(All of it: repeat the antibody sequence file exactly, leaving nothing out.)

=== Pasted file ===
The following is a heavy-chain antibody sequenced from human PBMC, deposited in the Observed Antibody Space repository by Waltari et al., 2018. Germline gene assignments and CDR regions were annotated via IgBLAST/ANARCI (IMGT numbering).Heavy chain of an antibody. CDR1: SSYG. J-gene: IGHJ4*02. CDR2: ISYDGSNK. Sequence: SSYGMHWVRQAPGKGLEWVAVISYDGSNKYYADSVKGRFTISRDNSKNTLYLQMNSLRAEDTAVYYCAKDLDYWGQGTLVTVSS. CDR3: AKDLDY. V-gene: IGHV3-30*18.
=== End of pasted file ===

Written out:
The following is a heavy-chain antibody sequenced from human PBMC, deposited in the Observed Antibody Space repository by Waltari et al., 2018. Germline gene assignments and CDR regions were annotated via IgBLAST/ANARCI (IMGT numbering).Heavy chain of an antibody. CDR1: SSYG. J-gene: IGHJ4*02. CDR2: ISYDGSNK. Sequence: SSYGMHWVRQAPGKGLEWVAVISYDGSNKYYADSVKGRFTISRDNSKNTLYLQMNSLRAEDTAVYYCAKDLDYWGQGTLVTVSS. CDR3: AKDLDY. V-gene: IGHV3-30*18.